A Year of Doubt

In God, Season 2 by Iqra Abid

The other night, I dreamt that my family was in Pakistan.
My grandmother, brought back to life, was urging me to pray.
She handed me a tasbeeh and told me to show it to my grandfather,
transforming my acceptance of the beaded string into a promised prayer.
After some time, I settled down and tried to pray, but
I couldn’t remember the words I was meant to say.
I started over and over again but I couldn’t concentrate.
My mother soon joined me, wanting to guide me.
She was gentle at first, but she started to get frustrated–
how could I have forgotten how to pray?

When I told my mom about the dream,
she told me it was a sign to talk to god again.
I knew she was right,
but the truth is, I was afraid
that god had given up on me,
just as I had given up on god
so many times in the last year.

2021 was a tumultuous storm of sorrow and
religion had failed me at every turn,
allowing hardship to consume my family and everyone around me.
I was buried so deep under the weight of my grief
that I believed tragedy had taken root and blossomed over us,
as if it were a seed burrowed beneath our home.

In January, a senseless act of violence almost took my father’s life,
leaving him and my family in ruins.
We found ourselves tangled in the mess he made of his own life
and everything we had worked so hard for,
dreamed our whole lives to touch, fell away from us.
Our father’s karma became our karma,
leaving us to assume the consequences of his recklessness.

Amidst it all, god and I played tug of war,
testing how long I could hold on for
before I let faith slip from my fingers for good.
The storm reigned above us for the rest of the year,
some days darker and louder than others.
In the fall, death finally touched us,
and with it came a breach in the universe,
as if the sky had finally cracked open with the intention to swallow us whole.

In my sorrow, my anger, I doubted god more than I ever had before.
All I could do was ask why the clouds refused to clear,
why the violence wouldn’t stop, even when I prayed,
even when I believed religion could be the answer.
As easily as the world crumbled beneath my feet
so did my faith transform in and out of itself, in and out of doubt.
Anger made it easier to grieve, to displace the pain onto god
and demand explanations for the misery knowing I can’t control them.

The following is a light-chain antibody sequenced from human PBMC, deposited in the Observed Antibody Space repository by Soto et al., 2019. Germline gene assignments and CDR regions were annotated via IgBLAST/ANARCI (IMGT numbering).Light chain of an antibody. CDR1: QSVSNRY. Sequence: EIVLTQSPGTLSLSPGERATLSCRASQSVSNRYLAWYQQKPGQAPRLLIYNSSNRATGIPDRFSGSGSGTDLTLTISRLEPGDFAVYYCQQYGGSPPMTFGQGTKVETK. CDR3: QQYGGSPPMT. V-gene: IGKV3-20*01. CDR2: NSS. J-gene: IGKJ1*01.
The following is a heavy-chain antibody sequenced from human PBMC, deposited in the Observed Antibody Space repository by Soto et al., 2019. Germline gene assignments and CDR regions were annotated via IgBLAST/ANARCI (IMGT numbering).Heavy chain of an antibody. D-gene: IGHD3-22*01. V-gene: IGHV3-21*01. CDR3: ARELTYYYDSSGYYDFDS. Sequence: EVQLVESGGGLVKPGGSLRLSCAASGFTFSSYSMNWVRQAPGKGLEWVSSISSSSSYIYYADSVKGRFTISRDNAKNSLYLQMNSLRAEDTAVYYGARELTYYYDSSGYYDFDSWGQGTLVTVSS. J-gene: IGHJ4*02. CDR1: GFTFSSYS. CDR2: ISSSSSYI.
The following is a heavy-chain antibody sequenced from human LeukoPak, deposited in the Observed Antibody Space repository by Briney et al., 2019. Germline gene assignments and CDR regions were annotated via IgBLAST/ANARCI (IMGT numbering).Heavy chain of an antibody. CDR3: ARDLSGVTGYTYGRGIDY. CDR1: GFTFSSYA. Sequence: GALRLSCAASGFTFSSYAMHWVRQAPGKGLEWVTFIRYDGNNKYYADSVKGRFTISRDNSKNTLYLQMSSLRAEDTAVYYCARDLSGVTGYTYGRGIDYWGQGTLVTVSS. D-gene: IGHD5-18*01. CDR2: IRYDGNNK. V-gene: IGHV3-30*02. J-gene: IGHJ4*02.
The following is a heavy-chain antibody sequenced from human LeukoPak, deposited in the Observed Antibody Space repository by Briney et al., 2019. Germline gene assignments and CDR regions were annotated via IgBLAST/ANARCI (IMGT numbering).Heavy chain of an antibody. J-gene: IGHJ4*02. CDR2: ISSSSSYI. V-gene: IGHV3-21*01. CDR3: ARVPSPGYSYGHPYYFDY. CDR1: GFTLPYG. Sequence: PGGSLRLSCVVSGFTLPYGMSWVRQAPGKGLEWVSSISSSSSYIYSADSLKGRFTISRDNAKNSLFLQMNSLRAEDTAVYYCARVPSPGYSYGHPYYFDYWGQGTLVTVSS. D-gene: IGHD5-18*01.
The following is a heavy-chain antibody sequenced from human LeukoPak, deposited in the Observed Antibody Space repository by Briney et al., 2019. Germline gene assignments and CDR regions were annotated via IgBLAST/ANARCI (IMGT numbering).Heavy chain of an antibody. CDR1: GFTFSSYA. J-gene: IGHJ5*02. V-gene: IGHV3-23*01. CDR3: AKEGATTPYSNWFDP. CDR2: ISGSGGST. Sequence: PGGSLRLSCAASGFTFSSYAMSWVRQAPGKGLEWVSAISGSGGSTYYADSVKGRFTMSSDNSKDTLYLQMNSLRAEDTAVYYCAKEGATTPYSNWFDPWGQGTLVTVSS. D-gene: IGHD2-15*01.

The onslaught of new year reflections allowed
December to cling to the suffering that towered over us,
to the tree of tragedy that had burst through the foundations
of our already unsteady home. It wasn’t until someone recited
Sūrat Ash-Sharh to me that I remembered: “with hardship comes ease.”

A fire started inside me, sparked by hope,
by the possibility that my relationship with religion could be
restored, reconciled, healed.
It was an olive branch offering leading me back to god,
the opportunity I waited for all year
to learn, to understand.

What I now know is that humans were created to persevere,
to keep loving beyond our losses, through adversity.
Even when we cannot recognize our own reflections,
we still find a way back to ourselves because
the body and the mind cannot exist in a continuous state of unrest.
There is a baseline of being we always return to
with a brimming collection of reasons to survive.
While nothing can ever replace what is gone,
life still manages to fill us up in new and adoring ways.

Thus, enters ease,
dressed as moments of peace,
as the acceptance of loss,
as the love that keeps us safe when we are hurting,
as the moments of joy that push us to keep going—
ease is all the small ways god bleeds hope into our lives
acting as the world and asking us gently to stay,
to be still, to remember who we are.

Over time, I’ve come to know that some questions cannot be solved by us.
In fact, not knowing is what makes life worth living—
wouldn’t the world lack meaning, lack wonder if we already knew everything?
Our pursuit for answers, our endless desire to touch divinity,
it is why we continue to exist and love with our entire being.
We don’t know what we aren’t ready to understand.
Despite the anger and searing pain of heartache, we will be grateful
for the day we do receive the answers we need
because by then it will finally be enough to heal.
Knowing we have found people to love in this world, people we
love enough to mourn, and that is all we need
to believe in destiny and trust how justice is fulfilled by the hands of god.

My first dua of the new year begins with an apology
and ends with a promise.
I see the moon has finally come out of hiding,
burning bright and once again, greeting the tides.
The forecast cites clear skies and I know this year,
the tree of tragedy will fall without tears to water it
and that the world around us will again fill with light.